Bar Movement After Nuss Procedure [2023]: Should You Worry?

Written by Mihail Veleski

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Evidence-Based This post has medical citations

After the Nuss procedure, a lot of patients and their families have a lot of uncertainties. One of the most commonly asked questions is about bar movement and dislocation.

In the following brief video presentation, pediatric surgeon Fizan Abdullah, M.D., Ph.D., responds to this question straightforwardly.

He explains this to all patients seeking an answer and unsure whether the bodily sensations they experience following surgery are normal.

According to Dr. Fizan, pectus excavatum patients may feel the bar in their chest and feel it move after undergoing the Nuss operation (1). Patients can sense the bar moving within the stabilizer, which is expected because the bar allows for some chest flexibility movements.

He mentions that the patients say that what they sense is not that uncomfortable during this period.

However, since each person’s experience is unique, it’s good to talk with your surgeon and be clear about to what extent the bar movement is expected.

Patients’ experiences of Nuss bar moving inside

We should appreciate how simple and relieving it is to read about other people’s experiences today. As a result, I discovered many things I can sum up as one thing in common with most patients.

There is a widespread concern that any bar movement in the chest could indicate a total displacement, which causes the anxiety they experience throughout this process. That may result from insufficient info from the doctors before the surgery and not enough questions asked before and after the surgery.

However, Reddit is where everyone unapologetically shares their experience, so here are some patients’ stories that may help you.

A patient who underwent surgery four weeks ago talks about feeling the movement of the bar in his chest (2). He says that that sensation does not hurt, but it is uncomfortable and only makes him nervous that he might have made a mistake and dislocated the bar.

There are many cases of something like this.

Another patient adds that occasionally, it takes a sneeze for one side to become rigid while the other is not (2). This patient says this causes pain, but after it’s over, it adjusts.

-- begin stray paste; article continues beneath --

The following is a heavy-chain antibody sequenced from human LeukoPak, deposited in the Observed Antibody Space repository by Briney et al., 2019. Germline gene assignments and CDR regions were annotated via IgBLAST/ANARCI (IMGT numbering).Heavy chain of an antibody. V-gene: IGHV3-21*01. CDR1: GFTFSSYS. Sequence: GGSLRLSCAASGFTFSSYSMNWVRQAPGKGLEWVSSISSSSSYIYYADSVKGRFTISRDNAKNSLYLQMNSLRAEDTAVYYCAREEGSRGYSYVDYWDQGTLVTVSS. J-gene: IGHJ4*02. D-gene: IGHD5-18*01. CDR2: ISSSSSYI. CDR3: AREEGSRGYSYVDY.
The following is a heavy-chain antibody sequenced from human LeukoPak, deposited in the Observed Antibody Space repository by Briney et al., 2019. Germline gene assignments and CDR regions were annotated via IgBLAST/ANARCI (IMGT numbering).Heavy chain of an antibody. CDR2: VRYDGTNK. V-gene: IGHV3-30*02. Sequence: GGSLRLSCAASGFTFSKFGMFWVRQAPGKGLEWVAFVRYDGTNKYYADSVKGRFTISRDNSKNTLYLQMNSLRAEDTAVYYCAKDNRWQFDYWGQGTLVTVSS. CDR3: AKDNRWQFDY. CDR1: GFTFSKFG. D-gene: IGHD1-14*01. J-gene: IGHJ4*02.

Some of them said they immediately requested an X-ray to see if something was happening because of the bar movement feeling. Still, they received a response from their nurses and doctors that it could be entirely normal, which was comforting.

Bottom line

If bar movement in your chest happens, know it can be expected. However, if you’re worried, don’t hesitate to get in touch with your surgeon, and do not panic.

Apart from the well-known post-surgery risk of displacement and rotation of the bar in the chest, this minimal movement of the bar may be within normal limits and expected.

Of course, I recommend you always seek those answers from professional people. Even though the internet is a perfect place to share personal experiences, find like-minded people, and see that you are not alone with such a problem.

Still, for the critical issues that appear and bother you in that postoperative period, it is best to solve them through communication with the doctor who monitors your deformity.

And another crucial topic that I want to mention is the fear of the entire postoperative period. I understand that fear is natural, but please keep it within healthy limits.

Know that worrying about a potential risk causes additional problems. Try to remain calm no matter what occurs. That is why these stories exist, to assure you that everything is solvable.

If you are someone who has already gone through this, I encourage you to share your story to help each other. You are welcome to do so in the comments section below. Thank you for reading. Take care!

Article by:

Mihail Veleski

I am Mihail Veleski, the person behind this website. Established in 2015, Pectus Excavatum Fix has helped thousands of people improve their sunken chest deformity, both physically and mentally. I pride myself on ensuring the information and methods I share are tried by me and backed by research. I improved my concave chest and rib flare deformities non-surgically.

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